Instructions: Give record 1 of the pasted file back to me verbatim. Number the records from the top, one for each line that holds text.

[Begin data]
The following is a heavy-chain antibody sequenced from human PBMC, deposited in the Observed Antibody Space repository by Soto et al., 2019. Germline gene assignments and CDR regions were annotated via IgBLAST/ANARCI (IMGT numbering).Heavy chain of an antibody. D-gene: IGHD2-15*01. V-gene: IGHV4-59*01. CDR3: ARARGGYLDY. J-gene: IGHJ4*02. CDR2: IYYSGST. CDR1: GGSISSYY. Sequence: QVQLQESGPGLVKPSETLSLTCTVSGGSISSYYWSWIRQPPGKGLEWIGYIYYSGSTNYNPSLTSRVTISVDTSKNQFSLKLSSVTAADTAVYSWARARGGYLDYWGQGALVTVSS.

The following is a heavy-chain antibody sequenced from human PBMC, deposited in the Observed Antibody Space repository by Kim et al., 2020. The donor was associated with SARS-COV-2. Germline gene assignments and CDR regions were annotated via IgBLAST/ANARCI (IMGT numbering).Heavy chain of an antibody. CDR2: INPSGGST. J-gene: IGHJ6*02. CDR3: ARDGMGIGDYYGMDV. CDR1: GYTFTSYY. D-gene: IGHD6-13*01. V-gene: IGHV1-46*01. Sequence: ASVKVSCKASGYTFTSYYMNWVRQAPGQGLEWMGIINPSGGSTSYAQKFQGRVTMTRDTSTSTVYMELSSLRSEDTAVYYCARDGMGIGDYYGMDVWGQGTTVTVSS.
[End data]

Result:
The following is a heavy-chain antibody sequenced from human PBMC, deposited in the Observed Antibody Space repository by Soto et al., 2019. Germline gene assignments and CDR regions were annotated via IgBLAST/ANARCI (IMGT numbering).Heavy chain of an antibody. D-gene: IGHD2-15*01. V-gene: IGHV4-59*01. CDR3: ARARGGYLDY. J-gene: IGHJ4*02. CDR2: IYYSGST. CDR1: GGSISSYY. Sequence: QVQLQESGPGLVKPSETLSLTCTVSGGSISSYYWSWIRQPPGKGLEWIGYIYYSGSTNYNPSLTSRVTISVDTSKNQFSLKLSSVTAADTAVYSWARARGGYLDYWGQGALVTVSS.